Investigators have still not discovered what motivated Stephen Paddock to embark on the worst mass shooting in modern U.S. history but determined that he researched SWAT tactics ahead of the massacre and investigated other possible targets, including the famed California beach in Santa Monica, officials said Friday.
They also determined that Paddock acted alone when he opened fire from his highrise hotel suite, killing 58 people and injuring hundreds, Clark County Sheriff Joe Lombardo told reporters.
Lombardo made public a preliminary report into the shooting and said he does not expect charges to be filed against Paddock’s girlfriend, who had been previously called a person of interest in the case. Investigators also found that Paddock had possessed child pornography, Lombardo said.
Paddock’s online searches before the shooting included research into SWAT tactics and for other potential public venue targets — and he took photographs of some potential sites, the sheriff said. The searches also included the number of attendees at other concerts in Las Vegas and how many people go to Santa Monica’s beach.
He did say the FBI is investigating a person of interest with respect to the case, but that person is not his girlfriend and did not participate in the shooting.
“This is a very heavy, resource-driven investigation,” he said.
The sheriff and the FBI have said they found no link to international terrorism. They said they believe Paddock meticulously prepared and concealed his plan to fire assault-style weapons from the 32nd floor of the Mandalay Bay hotel into a crowd of 22,000 people attending the Route 91 Harvest Festival music below.
Paddock fired more than 1,100 bullets, mostly from two windows in the highrise hotel, Lombardo has said. That includes about 200 shots fired through Paddock’s hotel room door into a hallway where an unarmed hotel security guard was wounded in the leg and a maintenance engineer took cover to avoid being hit.
Several bullets hit aviation fuel storage tanks at nearby McCarran International Airport that did not explode. Authorities reported finding about 4,000 unused bullets in Paddock’s two-room suite, including incendiary rounds that Lombardo said were not used.
Two-dozen weapons found
Investigators found 23 guns in the rooms, including 12 rifles that a federal Bureau of Alcohol, Tobacco and Firearms official said were fitted with “bump stock” devices that allowed rapid-fire shooting similar to fully automatic operation.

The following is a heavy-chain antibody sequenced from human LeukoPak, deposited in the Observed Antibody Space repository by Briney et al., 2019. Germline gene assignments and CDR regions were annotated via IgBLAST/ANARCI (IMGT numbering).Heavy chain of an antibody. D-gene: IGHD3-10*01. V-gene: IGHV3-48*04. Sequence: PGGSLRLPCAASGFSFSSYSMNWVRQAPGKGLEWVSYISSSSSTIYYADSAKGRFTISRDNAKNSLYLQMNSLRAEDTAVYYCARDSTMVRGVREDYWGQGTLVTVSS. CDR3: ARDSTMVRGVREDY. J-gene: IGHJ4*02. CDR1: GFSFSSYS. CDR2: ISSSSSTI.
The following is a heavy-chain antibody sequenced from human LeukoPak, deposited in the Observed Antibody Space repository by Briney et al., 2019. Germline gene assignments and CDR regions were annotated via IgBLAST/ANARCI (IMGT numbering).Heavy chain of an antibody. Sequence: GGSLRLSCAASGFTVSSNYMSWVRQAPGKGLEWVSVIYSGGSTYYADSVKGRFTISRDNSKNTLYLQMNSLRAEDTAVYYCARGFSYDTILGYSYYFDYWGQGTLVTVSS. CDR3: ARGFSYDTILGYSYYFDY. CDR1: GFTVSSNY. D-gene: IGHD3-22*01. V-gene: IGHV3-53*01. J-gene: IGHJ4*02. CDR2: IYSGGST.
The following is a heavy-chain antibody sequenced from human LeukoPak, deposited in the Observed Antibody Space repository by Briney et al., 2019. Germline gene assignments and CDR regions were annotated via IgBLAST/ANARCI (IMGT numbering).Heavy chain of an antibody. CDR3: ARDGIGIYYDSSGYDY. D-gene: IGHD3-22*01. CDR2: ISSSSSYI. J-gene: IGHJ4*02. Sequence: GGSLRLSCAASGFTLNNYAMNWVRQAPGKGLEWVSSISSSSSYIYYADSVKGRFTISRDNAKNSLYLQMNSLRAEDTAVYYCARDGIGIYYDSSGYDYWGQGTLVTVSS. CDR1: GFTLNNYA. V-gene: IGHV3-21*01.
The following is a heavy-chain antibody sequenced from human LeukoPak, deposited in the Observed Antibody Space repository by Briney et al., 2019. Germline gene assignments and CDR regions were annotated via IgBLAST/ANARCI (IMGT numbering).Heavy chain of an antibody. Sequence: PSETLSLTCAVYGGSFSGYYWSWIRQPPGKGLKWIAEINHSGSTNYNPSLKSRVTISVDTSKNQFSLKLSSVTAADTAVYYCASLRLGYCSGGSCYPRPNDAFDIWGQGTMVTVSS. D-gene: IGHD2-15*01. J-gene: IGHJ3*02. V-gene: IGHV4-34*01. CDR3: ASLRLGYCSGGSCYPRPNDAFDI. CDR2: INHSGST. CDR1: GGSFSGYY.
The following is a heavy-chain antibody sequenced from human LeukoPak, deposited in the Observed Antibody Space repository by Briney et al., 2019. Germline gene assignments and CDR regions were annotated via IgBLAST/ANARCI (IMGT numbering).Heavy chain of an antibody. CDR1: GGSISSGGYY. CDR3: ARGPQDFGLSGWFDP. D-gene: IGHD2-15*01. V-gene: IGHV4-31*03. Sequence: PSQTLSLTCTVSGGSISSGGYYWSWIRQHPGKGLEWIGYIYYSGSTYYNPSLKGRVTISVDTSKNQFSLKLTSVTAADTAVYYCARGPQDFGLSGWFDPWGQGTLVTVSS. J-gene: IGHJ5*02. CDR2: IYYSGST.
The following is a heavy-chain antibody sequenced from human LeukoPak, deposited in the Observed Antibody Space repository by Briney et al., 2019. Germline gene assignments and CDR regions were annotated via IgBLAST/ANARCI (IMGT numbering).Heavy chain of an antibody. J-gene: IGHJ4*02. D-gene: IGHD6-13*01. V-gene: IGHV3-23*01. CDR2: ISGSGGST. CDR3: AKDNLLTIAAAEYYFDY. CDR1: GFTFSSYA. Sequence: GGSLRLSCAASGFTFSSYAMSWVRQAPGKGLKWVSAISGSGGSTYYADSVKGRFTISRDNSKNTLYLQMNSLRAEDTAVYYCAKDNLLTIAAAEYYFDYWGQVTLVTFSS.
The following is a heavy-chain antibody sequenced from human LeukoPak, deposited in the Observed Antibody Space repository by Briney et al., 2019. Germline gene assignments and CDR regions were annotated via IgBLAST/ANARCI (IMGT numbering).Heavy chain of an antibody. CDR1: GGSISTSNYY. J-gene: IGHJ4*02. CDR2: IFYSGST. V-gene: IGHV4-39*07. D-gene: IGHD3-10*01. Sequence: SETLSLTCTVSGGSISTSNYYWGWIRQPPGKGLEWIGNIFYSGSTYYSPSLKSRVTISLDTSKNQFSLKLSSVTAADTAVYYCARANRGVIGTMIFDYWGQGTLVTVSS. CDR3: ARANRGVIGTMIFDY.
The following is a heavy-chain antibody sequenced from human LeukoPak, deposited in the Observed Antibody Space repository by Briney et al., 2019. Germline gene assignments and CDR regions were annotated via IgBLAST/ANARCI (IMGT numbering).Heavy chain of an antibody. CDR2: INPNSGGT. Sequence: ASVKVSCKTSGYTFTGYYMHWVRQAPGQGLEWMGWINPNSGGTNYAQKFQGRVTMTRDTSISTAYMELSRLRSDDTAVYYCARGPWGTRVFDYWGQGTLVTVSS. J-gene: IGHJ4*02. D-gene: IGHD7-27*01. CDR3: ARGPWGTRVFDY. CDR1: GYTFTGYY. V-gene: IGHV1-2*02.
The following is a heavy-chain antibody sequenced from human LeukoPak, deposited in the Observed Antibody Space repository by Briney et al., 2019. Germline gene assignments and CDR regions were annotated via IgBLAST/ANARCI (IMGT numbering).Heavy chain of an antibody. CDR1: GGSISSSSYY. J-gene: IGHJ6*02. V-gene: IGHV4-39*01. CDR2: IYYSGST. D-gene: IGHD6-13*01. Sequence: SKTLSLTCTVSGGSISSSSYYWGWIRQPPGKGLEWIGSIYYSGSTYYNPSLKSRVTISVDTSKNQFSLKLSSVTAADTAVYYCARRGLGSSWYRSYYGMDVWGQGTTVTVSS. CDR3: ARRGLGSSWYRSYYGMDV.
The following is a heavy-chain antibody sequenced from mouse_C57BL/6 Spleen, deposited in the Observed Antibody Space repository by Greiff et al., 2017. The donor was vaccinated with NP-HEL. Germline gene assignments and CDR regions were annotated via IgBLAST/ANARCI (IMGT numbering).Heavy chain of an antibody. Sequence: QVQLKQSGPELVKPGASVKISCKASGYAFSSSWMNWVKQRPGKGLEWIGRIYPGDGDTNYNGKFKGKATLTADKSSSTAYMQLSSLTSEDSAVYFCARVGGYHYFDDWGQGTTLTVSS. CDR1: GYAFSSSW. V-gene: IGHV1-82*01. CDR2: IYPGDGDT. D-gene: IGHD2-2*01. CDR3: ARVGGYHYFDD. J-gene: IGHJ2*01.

Paddock killed himself with a gunshot to the mouth before police reached him. The 64-year-old retired accountant and multimillionaire real estate investor had earned hotel upgrades as a high-stakes video poker gambler at several Las Vegas casino resorts.
His girlfriend was in the Philippines at the time of the shooting.
Lombardo and Aaron Rouse, FBI agent in charge in Las Vegas, had described her as a person of interest in the investigation but not a suspect. She was questioned by the FBI when she arrived in Los Angeles from overseas, and was described as co-operating with investigators.
In this Monday, Oct. 16, 2017, file photo, workers install a banner on the Mandalay Bay hotel and casino in Las Vegas, where the gunman brought an arsenal to his room. (John Locher/Associated Press)
However, a document filed Oct. 6 and unsealed last Friday by a federal judge in Las Vegas said the FBI considered her “the most likely person who aided or abetted Stephen Paddock.”
Questions have been raised about her receipt in the Philippines of a $ 10,000 wire transfer from Paddock just days before the shooting.
FBI warrant documents also showed that she told investigators that they would find her fingerprints on bullets used during the attack because she would sometimes help Paddock load high-volume ammunition magazines. She also deleted her Facebook account in the hours immediately following the shooting.
The Clark County coroner ruled that all 58 people killed in the attack died of gunshot wounds and that Paddock’s death was a suicide. Media organizations including The Associated Press are seeking autopsy records that have not been made public.
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